On this day, the fourth Sunday of Great Lent, we commemorate our venerable Father among the saints, St. John of Sinai, the author of The Ladder of Divine Ascent.
No one knows the birthplace or parentage of our venerable Father John of Sinai. In his youth, at the age of sixteen, he came to the wilderness of Sinai and dwelt under the guidance of Abba Martyrius.
When Abba Martyrius tonsured our venerable Father John at the age of twenty, he took him and went to that pillar of the wilderness, Abba John the Sabbaite in the wilderness of Gouda where he had with him his disciple Stephen the Cappadocian. When the Sabbaite elder saw them, he arose and took water, poured it into a small basin, washed the feet of the disciple (the young John) and kissed his hand; but he did not wash the feet of Abba Martyrius his superior. Abba Stephen was scandalized by the situation. After the departure of Abba Martyrius and his disciple, Abba John noticed that his own disciple was greatly perplexed and said to him, “Why are you so troubled? Believe me, I do not know who the boy is, but today I received the abbot of Sinai and washed his feet.” After forty years, he did indeed become the abbot according to the prophecy of the elder.
Lark Buns (Zhavoronki) Recipe for the 40 Martyrs of Sebaste These lark buns are traditionally baked in Russia each year to celebrate the Forty Martyrs of Sebaste. There are forty buns to celebrate each of the forty martyrs. The larks are the first bird to arrive in Russia each spring, and the feast day of the Forty Martyrs falls during Lent, so the buns also celebrate the arrival of spring.
These "larks" are not sourdough like the ones referred to in the Siberian cookbook article. However, they are good. If readers have any recipes for these or other foods which are associated with the Church calendar, such as the "crosses" made for the Feast of the Exaltation of the Holy Cross, please send them in so that we can share them.
On n this day, the third Sunday in Great Lent, we celebrate the veneration of the precious and Life-giving Cross.
As we have “crucified the flesh with its passions and desires” (Gal. 5:24), and will have mortified ourselves during these forty days of the Fast, the precious and Life-giving Cross is now placed before us to refresh our souls and encourage us who may be filled with a sense of bitterness, resentment, and depression. The Cross reminds us of the Passion of our Lord, and by presenting to us His example, it encourages us to follow Him in struggle and sacrifice, being refreshed, assured, and comforted. In other words, we must experience what the Lord experienced during His Passion – being humiliated in a shameful manner. The Cross teaches us that through pain and suffering we shall see the fulfillment of our hopes: the heavenly inheritance and eternal glory.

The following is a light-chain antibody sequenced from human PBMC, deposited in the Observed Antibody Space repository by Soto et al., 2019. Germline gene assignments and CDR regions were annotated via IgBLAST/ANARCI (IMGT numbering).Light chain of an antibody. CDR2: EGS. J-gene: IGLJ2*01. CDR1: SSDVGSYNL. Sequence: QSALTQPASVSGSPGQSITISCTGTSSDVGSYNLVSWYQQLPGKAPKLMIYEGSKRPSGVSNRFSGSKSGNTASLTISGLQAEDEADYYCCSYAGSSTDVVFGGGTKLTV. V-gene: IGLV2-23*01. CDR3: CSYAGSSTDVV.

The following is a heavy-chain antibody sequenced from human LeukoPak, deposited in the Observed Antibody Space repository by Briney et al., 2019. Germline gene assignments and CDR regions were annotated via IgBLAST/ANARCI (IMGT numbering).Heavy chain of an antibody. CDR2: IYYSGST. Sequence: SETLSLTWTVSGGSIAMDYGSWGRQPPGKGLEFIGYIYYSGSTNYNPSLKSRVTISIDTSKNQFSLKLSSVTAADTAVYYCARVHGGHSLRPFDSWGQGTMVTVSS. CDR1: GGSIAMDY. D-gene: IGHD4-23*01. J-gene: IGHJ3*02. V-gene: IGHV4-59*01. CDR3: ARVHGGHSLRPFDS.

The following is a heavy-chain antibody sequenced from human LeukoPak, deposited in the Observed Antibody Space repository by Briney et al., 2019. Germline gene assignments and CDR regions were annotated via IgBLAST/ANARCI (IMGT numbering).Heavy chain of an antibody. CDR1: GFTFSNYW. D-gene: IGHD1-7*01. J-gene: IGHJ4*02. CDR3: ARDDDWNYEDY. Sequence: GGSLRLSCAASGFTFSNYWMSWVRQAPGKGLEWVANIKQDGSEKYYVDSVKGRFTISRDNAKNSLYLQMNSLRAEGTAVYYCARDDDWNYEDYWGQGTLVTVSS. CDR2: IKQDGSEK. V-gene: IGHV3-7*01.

On this day, the second Sunday of Great Lent, we celebrate the memory of our Father among the saints, Gregory Palamas, Archbishop of Thessalonica and Wonder-worker.
Our holy father Gregory, the son of the Divine and unwaning Light, true servant of the true God and initiate of His wondrous mysteries, was born in the imperial city of Constantinople. His parents were noble and renowned persons who took care that he be taught both the secular sciences and divine wisdom and that he learn every virtue.
On this day, the first Sunday of Great Lent, we celebrate the restoration of the holy and venerable icons by the ever-memorable rulers of Constantinople, the Emperor Michael and his mother, the Empress Theodora, during the patriarchate of St. Methodius the Confessor.
It was with God’s permission that when St. Germanos (comm. May 12) had taken up the rudder of the Church, Leo the Isaurian (717-41) seized the scepter of the empire after having been a mule driver and manual laborer. The Patriarch was summoned immediately to hear the Emperor say, “In my opinion, Bishop, the holy images are no different from idols; therefore, I command that they be removed from among us as soon as possible. If it should be the case that they are the true forms of the saints, however, then at least see that they be hung up high so that we, who are stained by sin, may not soil them with our kisses.”
The Patriarch sought to turn the Emperor away from such hatred, saying, “God forbid, Emperor, that you should rage against the holy images, for we hear that some have nicknamed you the “One Who Plasters Over.”
Οn this day we commemorate the Second Coming of our Lord Jesus Christ, the righteous Judge.
The most-godly Fathers placed the present commemoration of the Second Coming of Christ after the two parables of the preceding Sundays so that no one, having learned of God’s love for mankind, might lead a life of negligence, saying to himself, “God loves mankind, and when I finally cease sinning, everything will go easily.”
Hence, they appointed the remembrance of that fearful day in order to frighten the negligent with the thought of death and the anticipation of the future torments and rouse them to the acquisition of virtue so that they will not merely trust in God’s love for man but also bear in mind that He is a just Judge who rewards everyone according to his deeds.